Here's a reminder of a couple of Ray Stevens projects being released soon. Later this month, a series of projects will be released to a more wider audience, projects that have been available so far on Ray's official web-site's store. "Laughter Is the Best Medicine" is among the projects being released. There will be two DVD collections of animated music video's issued as well. Each DVD will feature several best-of productions from the past plus a couple of new music video's. These collections are called "Cartoon Carnival, Volume One" and "Volume Two". This audio CD/digital album "Laughter Is The Best Medicine" whose picture appears to the left, will feature hospital and doctor-oriented comedy songs. The bulk of the songs are from the past but it boasts "The PSA Song" which has never been made available until this release. The song itself goes back quite awhile, sometime in the mid 1990's, around the time Ray was diagnosed with prostate cancer, which he battled and won. So, that project will boast "The PSA Song" among other songs. The always fluctuating fan base of Ray's often creates the need for me to make the statement: "for those who are new to Ray Stevens, these songs will be brand-new to you" and therefore you should purchase this CD. If "The PSA Song" becomes available as an MP3 by itself I'll be buying it...since it is the only song on that release that I do not have. I've been a fan for years and years so I often by-pass collections that feature songs I have already in my collection.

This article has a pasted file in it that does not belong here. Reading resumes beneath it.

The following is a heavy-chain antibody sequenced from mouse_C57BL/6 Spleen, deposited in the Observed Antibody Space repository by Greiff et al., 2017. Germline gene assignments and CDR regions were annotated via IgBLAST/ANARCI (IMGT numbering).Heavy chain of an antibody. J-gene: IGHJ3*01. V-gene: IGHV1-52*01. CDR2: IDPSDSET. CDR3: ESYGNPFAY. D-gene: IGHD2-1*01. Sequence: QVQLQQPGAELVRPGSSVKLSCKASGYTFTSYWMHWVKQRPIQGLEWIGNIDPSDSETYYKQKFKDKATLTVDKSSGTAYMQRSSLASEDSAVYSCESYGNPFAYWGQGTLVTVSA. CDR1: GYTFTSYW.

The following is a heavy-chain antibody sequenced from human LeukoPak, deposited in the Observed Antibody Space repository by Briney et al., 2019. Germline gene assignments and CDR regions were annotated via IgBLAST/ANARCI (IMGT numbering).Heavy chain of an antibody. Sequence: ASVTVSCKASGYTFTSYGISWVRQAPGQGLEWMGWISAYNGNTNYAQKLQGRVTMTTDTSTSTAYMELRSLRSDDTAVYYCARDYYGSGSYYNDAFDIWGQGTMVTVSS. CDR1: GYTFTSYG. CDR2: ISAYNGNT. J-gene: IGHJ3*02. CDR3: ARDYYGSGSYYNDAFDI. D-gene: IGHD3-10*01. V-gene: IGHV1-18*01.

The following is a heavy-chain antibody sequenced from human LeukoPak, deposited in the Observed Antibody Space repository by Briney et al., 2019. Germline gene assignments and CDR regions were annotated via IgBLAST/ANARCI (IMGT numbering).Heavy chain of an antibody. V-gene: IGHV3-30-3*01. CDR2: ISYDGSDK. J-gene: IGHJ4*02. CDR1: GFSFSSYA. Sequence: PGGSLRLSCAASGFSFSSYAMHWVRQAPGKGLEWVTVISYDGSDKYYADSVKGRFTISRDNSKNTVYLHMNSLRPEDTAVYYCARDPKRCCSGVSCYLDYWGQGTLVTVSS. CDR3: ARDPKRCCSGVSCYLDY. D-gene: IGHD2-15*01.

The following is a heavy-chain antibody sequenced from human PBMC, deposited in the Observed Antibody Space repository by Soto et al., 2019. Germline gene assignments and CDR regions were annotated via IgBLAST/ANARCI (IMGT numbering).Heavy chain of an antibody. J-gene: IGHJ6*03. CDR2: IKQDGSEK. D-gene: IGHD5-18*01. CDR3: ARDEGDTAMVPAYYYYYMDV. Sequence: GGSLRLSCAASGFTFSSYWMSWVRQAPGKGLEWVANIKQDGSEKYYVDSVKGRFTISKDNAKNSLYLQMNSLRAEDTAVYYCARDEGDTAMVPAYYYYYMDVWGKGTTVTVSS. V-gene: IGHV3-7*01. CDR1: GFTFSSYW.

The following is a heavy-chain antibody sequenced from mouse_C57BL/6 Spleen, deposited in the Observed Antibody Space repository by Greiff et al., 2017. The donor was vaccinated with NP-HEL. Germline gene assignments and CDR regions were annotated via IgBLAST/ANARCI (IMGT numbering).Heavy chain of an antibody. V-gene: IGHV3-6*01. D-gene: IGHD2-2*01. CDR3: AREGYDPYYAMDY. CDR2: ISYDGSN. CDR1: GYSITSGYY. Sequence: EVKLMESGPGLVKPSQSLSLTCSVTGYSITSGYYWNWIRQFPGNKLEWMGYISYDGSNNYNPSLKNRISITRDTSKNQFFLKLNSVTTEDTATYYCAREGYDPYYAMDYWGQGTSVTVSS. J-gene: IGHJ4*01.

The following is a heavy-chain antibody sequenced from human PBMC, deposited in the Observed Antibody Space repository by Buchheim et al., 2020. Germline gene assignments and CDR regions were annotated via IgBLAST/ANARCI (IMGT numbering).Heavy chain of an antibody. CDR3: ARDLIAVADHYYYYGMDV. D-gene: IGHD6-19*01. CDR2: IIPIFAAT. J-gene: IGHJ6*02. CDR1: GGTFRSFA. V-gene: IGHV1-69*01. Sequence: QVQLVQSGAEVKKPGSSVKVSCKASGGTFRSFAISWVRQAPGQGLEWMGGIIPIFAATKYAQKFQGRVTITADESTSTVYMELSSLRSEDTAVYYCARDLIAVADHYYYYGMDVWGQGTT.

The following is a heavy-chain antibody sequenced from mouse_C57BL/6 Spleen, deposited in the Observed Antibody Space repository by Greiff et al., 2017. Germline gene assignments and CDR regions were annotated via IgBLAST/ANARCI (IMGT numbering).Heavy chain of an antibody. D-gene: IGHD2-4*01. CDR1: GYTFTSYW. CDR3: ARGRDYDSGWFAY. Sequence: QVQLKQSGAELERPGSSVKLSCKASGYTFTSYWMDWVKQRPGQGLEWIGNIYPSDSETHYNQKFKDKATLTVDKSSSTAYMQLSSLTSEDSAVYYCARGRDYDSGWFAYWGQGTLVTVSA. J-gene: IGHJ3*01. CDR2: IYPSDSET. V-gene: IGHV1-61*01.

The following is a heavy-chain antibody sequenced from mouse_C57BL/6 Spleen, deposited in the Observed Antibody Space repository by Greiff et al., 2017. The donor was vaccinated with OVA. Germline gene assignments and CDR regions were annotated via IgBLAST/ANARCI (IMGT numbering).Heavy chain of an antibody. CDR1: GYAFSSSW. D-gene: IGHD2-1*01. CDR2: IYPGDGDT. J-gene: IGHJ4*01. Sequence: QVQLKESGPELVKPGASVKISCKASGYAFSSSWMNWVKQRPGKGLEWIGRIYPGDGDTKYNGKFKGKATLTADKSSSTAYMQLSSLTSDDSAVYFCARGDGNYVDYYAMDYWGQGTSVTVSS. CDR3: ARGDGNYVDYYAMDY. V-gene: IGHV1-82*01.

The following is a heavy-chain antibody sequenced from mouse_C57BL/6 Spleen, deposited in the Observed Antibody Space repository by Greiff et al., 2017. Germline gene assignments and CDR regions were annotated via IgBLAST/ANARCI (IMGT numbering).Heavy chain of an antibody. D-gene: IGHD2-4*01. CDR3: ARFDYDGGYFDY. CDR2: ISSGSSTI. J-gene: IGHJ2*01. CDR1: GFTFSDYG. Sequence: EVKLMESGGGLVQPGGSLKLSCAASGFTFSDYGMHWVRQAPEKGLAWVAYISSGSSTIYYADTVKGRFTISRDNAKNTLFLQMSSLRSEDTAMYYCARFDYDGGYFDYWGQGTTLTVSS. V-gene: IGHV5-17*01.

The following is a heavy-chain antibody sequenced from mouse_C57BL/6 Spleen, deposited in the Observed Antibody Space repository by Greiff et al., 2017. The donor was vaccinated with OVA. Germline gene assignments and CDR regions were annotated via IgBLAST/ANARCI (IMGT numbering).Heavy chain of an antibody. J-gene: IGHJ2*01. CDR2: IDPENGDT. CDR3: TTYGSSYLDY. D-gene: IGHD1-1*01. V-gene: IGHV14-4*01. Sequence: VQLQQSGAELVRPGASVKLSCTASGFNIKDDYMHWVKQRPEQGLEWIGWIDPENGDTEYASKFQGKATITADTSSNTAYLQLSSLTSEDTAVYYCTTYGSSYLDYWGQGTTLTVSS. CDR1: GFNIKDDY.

The DVD's will feature several music video's he did several years ago combined with brand-new productions. "Hugo the Human Cannonball", "The Camping Trip", "The Moonlight Special", "Smokey Mountain Rattlesnake Retreat", and a couple of others are only going to be available, for now, on the Cartoon Carnival releases later this month. The projects are all on Ray's own label, Clyde Records.
In February his Sinatra CD will be released nationally...previously only available exclusively at his web-store and concert appearances. The CD features Ray's versions of several Sinatra standards. In some of the performances he shortens the songs...making them almost "samples" instead of full performances...but he does perform full-length versions of Sinatra too. Ray, as I touched upon, hits the concert trail again this year. I have plans on attending the May concert in Nashville, Indiana. I already have the tickets and so that's already out of the way. The concert is on a Saturday and it starts at 6pm so that means my sister and I will have to be on the road several hours prior...the trip won't be as far as Renfro Valley, Kentucky which is where she and I went last year to see Ray.
January 3, 2009
Happy New Year...2009...this is the first blog of the year and I wanted to start the year off with a blog about the very few drinking songs that Ray has recorded through the years...which ties in with the New Year's Eve celebrations from a few days back.
Don't mind the promo picture for GITARZAN...this promo picture was circulated throughout the various magazines in 1969 as a way to promote the single, which hit the Top-10 on the pop chart that year and ended up becoming a Gold record as a result.
Now...looking at the few drinking songs, we start off with a couple of songs from the early to mid 1960's. These two songs are not classified as drinking songs but they deal with that sort of lifestyle. "It's Party Time", a b-side of one of Ray's early 1960's hits entitled "Speed Ball". The a-side was a novelty song about a motorcyclist. The single hit the pop Top-60 and the R&B Top-30 in 1963. The b-side, "It's Party Time", is a song about a broken relationship.